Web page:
PerformanceWeekend

Hicks Meet Slickers and a Mesopotamian Sage: Sybil Kempson’s ‘Let Us Now Praise Susan Sontag’

Sarah Willis, Amanda Villalobos, Gavin Price, Tanya Selvaratnam, Rolls Andre, Eleanor Hutchins, Becca Blackwell, Robert Johanson (all photos by Maria Baranova)

Sybil Kempson’s Let Us Now Praise Susan Sontag, in a world premiere run at the Abrons Arts Center through May 17, is the first production by her new theater company. Kempson, following in the footsteps of Young Jean Lee, another meteoric graduate of Mac Wellman’s Brooklyn College playwriting program, is forming 7 Daughters of Eve Thtr. & Perf. Co. Let Us is one product of Kempson’s two-year-long residency at Abrons, one of many honors she has received as her career has soared.

Kempson’s company debut quickly follows I Understand Everything Better, her very recent collaborative work with David Neumann, also at the Abrons Center. The set-up for both shows was similar: an onstage band that interacts with the other performers, low-tech effects, and irony mixed with a dose of sincerity. Neumann is a captivating performer who held together a rambling assemblage of dance, song and direct address, loosely tied to the death of his father and Hurricane Sandy. I Understand Everything Better succeeded in creating a fragile beauty.

Let Us draws on an improbable range of sources. As the title suggests, one is James Agee and Walker Evans’ Let Us Now Praise Famous Men, a book-length photographic and journalistic study of rural poverty in the American South during the Great Depression. Another source is Susan Sontag’s collection of essays On Photography. Also in the mix are painter Odilon Redon’s journals, The NEW American Machinists’ Handbook, ancient Assyrian seals in The Morgan Library, Roland Barthes’ Camera Lucida, Joseph Conrad, Willa Cather, and a few others.

The action and characters principally derive from Agee and Evans’ book: a journalist and a photographer meet and document a family of sharecroppers. The other textual sources make cameo-like appearances. For example, one of the characters recites factual matter about machinery, presumably derived from the Machinists’ Handbook. Another character proclaims ecstatic visions that sound like elementary descriptions of the Assyrian seals, such as, “Worshipper Led By a Goddess Toward an Enthroned God.”

Tanya Selvaratnam

The creative team, huge cast, and onstage musicians are abundantly talented, which gives an inkling of the kind of resources that Kempson has available to her as she creates her company. Suzanne Bocanegra, a visual artist and performer in her own right, designed the sets and costumes. Amanda Villalobos, playing a stage dynamo of irrepressible energy, steals the show repeatedly. Downtown stalwarts Tanya Selvaratnam, Becca Blackwell, Gavin Price, and others complete the cast of ten. Neumann is the choreographer.

Despite all this talent and the optimism created by her recent collaboration with Neumann, Let Us is unfortunately leaden. In the first act, the actors do expository monologues, sing a song, or perform a random bit of dialogue in numbing succession. An exception to the general flatness of the first act is Eleanor Hutchins’ evocative recitations about the actions of the Assyrian gods as depicted on the Morgan Library seals, which, though distant from the 1930s, suggest an association between the visionary evangelical Christianity of the rural South and ancient paganism. The other pleasure is Robert M. Johanson’s performance; his drawling, insinuating voice is as strong as his banjo- and guitar-playing as a member of the band. Later, he has terrific fun with faux French pronunciation of certain words, possibly alluding to the pretentiousness of photography criticism.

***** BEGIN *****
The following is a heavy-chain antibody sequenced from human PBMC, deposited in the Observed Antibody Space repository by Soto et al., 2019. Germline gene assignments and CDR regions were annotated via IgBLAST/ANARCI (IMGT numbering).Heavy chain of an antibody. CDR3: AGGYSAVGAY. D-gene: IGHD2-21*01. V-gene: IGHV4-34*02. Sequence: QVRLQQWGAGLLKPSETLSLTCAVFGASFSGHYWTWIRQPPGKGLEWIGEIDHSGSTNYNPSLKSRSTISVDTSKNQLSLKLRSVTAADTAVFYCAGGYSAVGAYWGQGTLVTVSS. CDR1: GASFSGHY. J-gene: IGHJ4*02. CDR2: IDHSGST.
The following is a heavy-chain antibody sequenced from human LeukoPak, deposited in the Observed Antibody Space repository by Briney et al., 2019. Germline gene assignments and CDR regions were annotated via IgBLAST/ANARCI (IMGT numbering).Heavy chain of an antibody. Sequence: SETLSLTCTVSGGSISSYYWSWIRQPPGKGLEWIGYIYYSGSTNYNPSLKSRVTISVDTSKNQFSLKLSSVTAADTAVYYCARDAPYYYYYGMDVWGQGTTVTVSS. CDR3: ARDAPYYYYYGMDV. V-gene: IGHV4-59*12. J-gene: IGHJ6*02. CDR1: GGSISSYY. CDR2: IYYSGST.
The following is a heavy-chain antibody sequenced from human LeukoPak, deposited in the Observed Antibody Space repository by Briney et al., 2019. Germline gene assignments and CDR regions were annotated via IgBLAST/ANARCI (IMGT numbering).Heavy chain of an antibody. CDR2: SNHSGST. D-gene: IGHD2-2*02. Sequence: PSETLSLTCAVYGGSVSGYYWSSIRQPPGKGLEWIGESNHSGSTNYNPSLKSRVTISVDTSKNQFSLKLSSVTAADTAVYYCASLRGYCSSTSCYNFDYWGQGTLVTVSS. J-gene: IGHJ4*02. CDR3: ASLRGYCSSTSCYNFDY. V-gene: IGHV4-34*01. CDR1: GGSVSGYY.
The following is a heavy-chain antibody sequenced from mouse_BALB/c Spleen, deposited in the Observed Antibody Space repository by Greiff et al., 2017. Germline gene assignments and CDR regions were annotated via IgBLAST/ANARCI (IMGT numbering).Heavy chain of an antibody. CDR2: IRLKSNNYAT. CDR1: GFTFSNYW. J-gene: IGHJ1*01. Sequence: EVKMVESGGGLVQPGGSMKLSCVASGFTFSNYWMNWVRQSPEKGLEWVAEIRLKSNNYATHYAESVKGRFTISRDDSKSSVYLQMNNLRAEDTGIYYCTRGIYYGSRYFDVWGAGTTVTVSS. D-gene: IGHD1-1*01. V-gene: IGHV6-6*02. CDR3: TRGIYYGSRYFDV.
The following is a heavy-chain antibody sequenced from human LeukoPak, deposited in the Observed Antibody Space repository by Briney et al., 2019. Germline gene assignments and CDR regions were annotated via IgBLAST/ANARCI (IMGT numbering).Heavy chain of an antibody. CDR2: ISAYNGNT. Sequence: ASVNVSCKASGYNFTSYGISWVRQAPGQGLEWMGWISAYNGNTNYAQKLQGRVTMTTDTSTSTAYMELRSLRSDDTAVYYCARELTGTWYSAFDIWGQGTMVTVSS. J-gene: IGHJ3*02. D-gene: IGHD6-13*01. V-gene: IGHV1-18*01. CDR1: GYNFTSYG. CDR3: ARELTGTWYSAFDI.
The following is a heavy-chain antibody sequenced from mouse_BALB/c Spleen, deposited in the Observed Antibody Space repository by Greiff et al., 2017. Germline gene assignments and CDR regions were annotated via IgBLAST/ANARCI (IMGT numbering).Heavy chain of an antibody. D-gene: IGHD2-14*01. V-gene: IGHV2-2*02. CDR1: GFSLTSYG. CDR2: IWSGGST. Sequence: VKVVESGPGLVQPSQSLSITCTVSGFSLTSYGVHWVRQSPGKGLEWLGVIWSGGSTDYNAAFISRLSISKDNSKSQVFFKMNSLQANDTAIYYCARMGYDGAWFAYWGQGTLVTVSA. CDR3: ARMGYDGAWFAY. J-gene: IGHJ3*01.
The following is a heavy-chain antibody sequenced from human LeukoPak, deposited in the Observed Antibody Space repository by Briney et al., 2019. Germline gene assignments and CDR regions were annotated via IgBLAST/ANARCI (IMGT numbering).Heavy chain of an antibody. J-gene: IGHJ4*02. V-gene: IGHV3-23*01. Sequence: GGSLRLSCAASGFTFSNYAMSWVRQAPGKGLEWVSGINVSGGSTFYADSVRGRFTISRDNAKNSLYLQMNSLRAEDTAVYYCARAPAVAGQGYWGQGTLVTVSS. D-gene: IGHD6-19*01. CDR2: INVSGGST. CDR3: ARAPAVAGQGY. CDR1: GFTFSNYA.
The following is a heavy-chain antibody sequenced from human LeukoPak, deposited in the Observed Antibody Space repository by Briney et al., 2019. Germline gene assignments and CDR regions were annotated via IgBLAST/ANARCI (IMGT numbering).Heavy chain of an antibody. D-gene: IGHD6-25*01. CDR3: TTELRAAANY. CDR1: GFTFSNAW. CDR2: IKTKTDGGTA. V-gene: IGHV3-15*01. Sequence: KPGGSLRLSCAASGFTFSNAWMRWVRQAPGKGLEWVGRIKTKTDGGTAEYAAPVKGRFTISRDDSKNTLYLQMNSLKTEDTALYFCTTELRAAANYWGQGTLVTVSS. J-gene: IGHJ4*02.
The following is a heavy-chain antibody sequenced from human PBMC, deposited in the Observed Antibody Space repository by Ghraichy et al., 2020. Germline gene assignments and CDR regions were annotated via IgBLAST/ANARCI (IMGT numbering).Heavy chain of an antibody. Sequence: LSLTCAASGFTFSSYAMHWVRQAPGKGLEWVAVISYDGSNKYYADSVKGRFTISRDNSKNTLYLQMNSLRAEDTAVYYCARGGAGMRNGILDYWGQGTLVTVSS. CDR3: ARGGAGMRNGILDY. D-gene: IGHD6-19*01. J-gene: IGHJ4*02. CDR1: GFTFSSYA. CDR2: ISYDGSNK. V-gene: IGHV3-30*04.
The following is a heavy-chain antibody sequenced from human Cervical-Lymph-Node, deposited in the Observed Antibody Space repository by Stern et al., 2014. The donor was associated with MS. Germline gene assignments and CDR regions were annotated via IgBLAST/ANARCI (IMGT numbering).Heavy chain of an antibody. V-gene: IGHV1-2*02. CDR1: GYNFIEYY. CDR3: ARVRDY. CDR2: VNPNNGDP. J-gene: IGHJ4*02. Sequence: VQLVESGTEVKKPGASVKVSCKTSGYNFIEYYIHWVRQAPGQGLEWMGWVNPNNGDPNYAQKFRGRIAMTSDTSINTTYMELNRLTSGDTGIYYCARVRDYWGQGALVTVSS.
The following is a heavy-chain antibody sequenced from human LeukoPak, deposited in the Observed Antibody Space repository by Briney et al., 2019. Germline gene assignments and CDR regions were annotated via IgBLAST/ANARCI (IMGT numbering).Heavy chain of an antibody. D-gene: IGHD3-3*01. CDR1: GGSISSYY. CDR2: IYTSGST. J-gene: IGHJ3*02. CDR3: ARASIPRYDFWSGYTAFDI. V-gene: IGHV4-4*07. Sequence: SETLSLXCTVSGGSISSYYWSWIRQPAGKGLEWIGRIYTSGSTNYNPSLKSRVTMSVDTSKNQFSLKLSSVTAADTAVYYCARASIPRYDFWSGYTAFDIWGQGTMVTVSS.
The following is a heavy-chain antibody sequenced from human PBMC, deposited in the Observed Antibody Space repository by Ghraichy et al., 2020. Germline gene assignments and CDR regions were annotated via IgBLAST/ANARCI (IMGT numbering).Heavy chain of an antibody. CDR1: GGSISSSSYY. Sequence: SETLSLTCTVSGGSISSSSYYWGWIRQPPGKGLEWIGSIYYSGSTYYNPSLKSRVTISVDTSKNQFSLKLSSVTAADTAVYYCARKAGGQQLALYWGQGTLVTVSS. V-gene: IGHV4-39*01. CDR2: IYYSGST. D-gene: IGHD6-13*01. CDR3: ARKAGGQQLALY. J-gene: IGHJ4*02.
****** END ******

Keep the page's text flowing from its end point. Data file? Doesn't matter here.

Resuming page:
The second act starts off with great energy and layering of the textual sources, as Selvaratnam appears as Sontag, offering her philosophical critique of photography as a medium. Addressing the Evans-like character, she says of his pictures, “You might almost say that they are beyond criticism. Well, until I come along, anyway.” Some of the excitement created by this intertextuality carries forward, but the staging soon immobilizes most of the cast and the show in general. The actors stand in holes cut in a blue tarp for a long stretch. At the end, Tavish Miller interrupts in a fanciful costume as a Mesopotamian mixed-species creature, and the production gains interest again, usefully exploiting the range of sources Kempson has drawn on. This act also segues gracefully into depicting the possible descendants of Agee and Walkers’ original subjects, as they inhabit the contemporary South.

Kempson directed, in addition to writing the text and performing briefly as Sontag at the very end. Jody McAuliffe and Eryk Aughenbaugh are credited as dramaturgs. Naturally, Kempson is not expected to make sense or to engage in narrative or character development. Still, there is not enough reward in the individual snippets assembled here. Occasionally there’s a promising line, as when one of the sharecropper characters says of the camera, “I’m looking down the barrel of this thing you’re pointing at me. You’re a human, and I’m a human. But this thing separates us.”

These isolated lines are lost in a sea of jokey slang and pop references (George Hamilton’s tan, Little House on the Prairie, Jacuzzis). Verging on cornpone, the dirt-smeared sharecroppers are too often low comedy, albeit not very funny. Though Kempson, according to the program notes, was also inspired by a later study about how the sharecroppers were misused and misrepresented by Agee and Evans, Let Us also trades in its share of shallow caricature.

Let Us Now Praise Susan Sontag continues at the Abrons Art Center (466 Grand Street, Lower East Side, Manhattan) through May 17.

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